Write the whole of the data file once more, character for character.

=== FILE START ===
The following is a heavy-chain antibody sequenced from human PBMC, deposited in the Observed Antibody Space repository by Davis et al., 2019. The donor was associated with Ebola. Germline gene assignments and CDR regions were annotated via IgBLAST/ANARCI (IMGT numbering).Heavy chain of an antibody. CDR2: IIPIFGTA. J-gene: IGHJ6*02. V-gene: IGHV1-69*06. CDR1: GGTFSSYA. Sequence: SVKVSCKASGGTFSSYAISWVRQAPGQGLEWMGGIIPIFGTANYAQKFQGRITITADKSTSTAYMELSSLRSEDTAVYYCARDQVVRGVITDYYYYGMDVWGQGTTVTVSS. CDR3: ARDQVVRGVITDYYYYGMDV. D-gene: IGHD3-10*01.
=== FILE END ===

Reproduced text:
The following is a heavy-chain antibody sequenced from human PBMC, deposited in the Observed Antibody Space repository by Davis et al., 2019. The donor was associated with Ebola. Germline gene assignments and CDR regions were annotated via IgBLAST/ANARCI (IMGT numbering).Heavy chain of an antibody. CDR2: IIPIFGTA. J-gene: IGHJ6*02. V-gene: IGHV1-69*06. CDR1: GGTFSSYA. Sequence: SVKVSCKASGGTFSSYAISWVRQAPGQGLEWMGGIIPIFGTANYAQKFQGRITITADKSTSTAYMELSSLRSEDTAVYYCARDQVVRGVITDYYYYGMDVWGQGTTVTVSS. CDR3: ARDQVVRGVITDYYYYGMDV. D-gene: IGHD3-10*01.